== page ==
Tag: grief (Page 2 of 2)

Grief Doesn’t Wear a Watch

JeanneDad 1

We walked into the hotel lobby last night to find it all decked out in its Christmas finery. As we walked past the brightly-lit tree on our way to the elevator, I felt something I’ve not felt in I don’t know how long – Christmas spirit. It’s been twelve years since my daddy died – his side of the family is bad to die during the holidays, and that’s why what little decorating I do now, I do it outside so I can see it, but only from afar.

This past year, I’ve allowed myself to grieve for Daddy and others, to grieve things that I cannot attach a noun to. Instead of trying to outrun the grief, instead of brushing it aside or turning away from it, I sat with it. I went to bed with it. To paraphrase Naomi Shihab Nye, I spoke to it till my voice caught the threads and I could see how big the cloth is. I’m not done yet, and I miss him now just as much today as I have every day of every year since.


That’s me there in Daddy’s arms – I’m the one wriggling my way out of his lap.
Oh what I wouldn’t give for a do-over right about now.

I talk to him, you know. Write him letters, cry on his shoulder, try my best to remember the way it felt to have his arms wrapped around me. Sometimes he would hug me so hard, he’d bite his lower lip from the effort. With Daddy’s arms around me, I could be both vulnerable and invincible, knowing I was loved and protected and supported. I like to think he still does that – still loves me, protects me, supports me, though I try not to pester him with requests for assistance too much because it’s clear from the dreams I’ve had that he is quite content in his new life.

I know you pretty much read only train magazines, Daddy, but if you happen to look over my shoulder and catch my blog, know this: you still own real estate on my heart. And that hole in my heart? It’s packed with stories and smiles and love like you wouldn’t believe.

a mosaic of updates and offerings


Well now I told you it’d be today or tomorrow, and the way it looks right now, if all goes according to plan, you’ll be back here tomorrow for my first Red Phone Story.


A Rhonda update: Rhonda continues to be silenced by a computer and talk-to-text software that refuses to play nicely. Her husband is tenaciously working on it, though, so stay tuned. And hey, thank y’all again for continuing to leave affirming comments for Rhonda.


You don’t want to miss these posts:

My friend and writing partner Julie Daley has written several thoughtful, elegant posts of late filled with beautiful, affirming, peaceful, healing words.


My friend Angela keeps us updated on her precious dogs while she pens her memoir behind the scenes. Whether you like dogs or not, you’ll want to visit and read about Max and Gracie.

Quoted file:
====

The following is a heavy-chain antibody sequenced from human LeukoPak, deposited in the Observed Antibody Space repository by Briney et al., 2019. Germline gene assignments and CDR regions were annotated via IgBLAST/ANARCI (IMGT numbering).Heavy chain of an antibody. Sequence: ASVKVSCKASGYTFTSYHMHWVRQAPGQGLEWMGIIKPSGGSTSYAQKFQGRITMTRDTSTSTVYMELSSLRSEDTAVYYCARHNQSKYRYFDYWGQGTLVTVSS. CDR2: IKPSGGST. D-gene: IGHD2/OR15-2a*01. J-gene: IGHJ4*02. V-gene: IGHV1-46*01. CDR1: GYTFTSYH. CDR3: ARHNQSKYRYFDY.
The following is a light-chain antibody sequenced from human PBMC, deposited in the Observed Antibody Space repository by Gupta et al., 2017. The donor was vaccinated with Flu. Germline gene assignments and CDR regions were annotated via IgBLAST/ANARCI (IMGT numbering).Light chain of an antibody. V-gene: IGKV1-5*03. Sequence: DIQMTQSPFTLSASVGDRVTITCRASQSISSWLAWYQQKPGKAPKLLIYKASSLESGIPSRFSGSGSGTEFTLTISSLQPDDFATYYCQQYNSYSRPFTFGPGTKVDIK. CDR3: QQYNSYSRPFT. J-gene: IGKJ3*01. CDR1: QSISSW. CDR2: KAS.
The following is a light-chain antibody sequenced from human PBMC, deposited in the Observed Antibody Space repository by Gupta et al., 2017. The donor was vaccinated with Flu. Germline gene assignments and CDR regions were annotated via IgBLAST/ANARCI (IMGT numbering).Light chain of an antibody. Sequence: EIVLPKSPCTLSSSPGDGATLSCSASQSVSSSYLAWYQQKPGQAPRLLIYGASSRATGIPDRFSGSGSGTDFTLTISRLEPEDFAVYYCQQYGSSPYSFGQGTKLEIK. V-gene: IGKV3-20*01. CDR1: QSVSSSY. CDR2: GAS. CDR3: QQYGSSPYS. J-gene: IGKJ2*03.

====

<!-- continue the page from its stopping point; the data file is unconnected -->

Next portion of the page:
And last but definitely not least, I want to be sure you know and help me spread the word about this:

Alana Sheeren and I met via the ethers a couple of years ago. She tweeted out a question about schooling young people, and being somewhat passionately opinionated about this, I tweeted a reply. We tweet-chatted a bit more, and a friendship was born. Since then, Alana has experienced the loss of a stillborn son named Benjamin, and she writes frankly and fearlessly about the unimaginable grief she’s lived in the past year at her blog, Life After Benjamin. Her words have fortified, comforted, assured, and amazed readers, and now she has more to offer those who are grieving their own particular loss.

Alana created a beautiful ebook called Picking up the Pieces. It’s filled with luminous stories of grief and growth penned by women you might know or have heard of. It is truly, as so many others have said, “a gift of musings and magic,” and I hope you’ll finish reading, then trot right on over and download a copy for yourself.

But that’s not all our Alana has been up to . . .

In her newest book, One Hundred Names for Love, Diane Ackerman writes:

“There is spread over everything a vague sense of wrongness, of something amiss.” Yes, that felt right. An atmosphere of wrongness. I was stirred by the power of Lewis’s grief. And yet, his experience, despite his referring to it as “mad midnight moments,” didn’t lead to madness. His was a mind that could cushion itself when faced with trauma, without becoming callous, neglectful, or numb to soften the pain. Despite not knowing if what he felt from moment to moment would pass or last forever, he entered fully into his shifting states of violent rage, self-pity, longing, heartbreak, cynicism, without losing the ability to think about what was happening to him. That took courage, I thought, living with the suffering in a mindful way, as an artifact of being, neither good nor bad.

Knowing firsthand that “vague sense of wrongness, of something amiss”, knowing firsthand about “living with the suffering in a mindful way,” Alana is hosting a Picking Up the Pieces Retreat Retreat in beautiful Ojai, California on September 25-29, 2011. She’s gathered an impressive group of resource folks, and a schedule to provide balm and healing for the bruised and grieving soul. If you are grieving, treat yourself to this special offering designed to support your body, mind, and spirit. If you know somebody who’s grieving, promise you’ll tell them about it and encourage them to go. If you have any questions or comments, if you’d like to contribute in some way, email AlanaSheeren (at) gmail (dot) com today.

grief is messy


ten years ago today, my daddy died. if you have a minute, read about it here. it’s a pretty amazing story, if i do say so myself. (hint: scroll down and start at the 10th paragraph. i spent the first 8 paragraphs linking the post to that day’s prompt (a year later, i don’t bother), and the 9th paragraph, well, we’ll call it a segue cause honestly, i have no idea how that made it to print.)

i shed tears as prayers of remembrance and gratitude
i chide myself for wallowing.

i crave darkness
i turn all the lights on.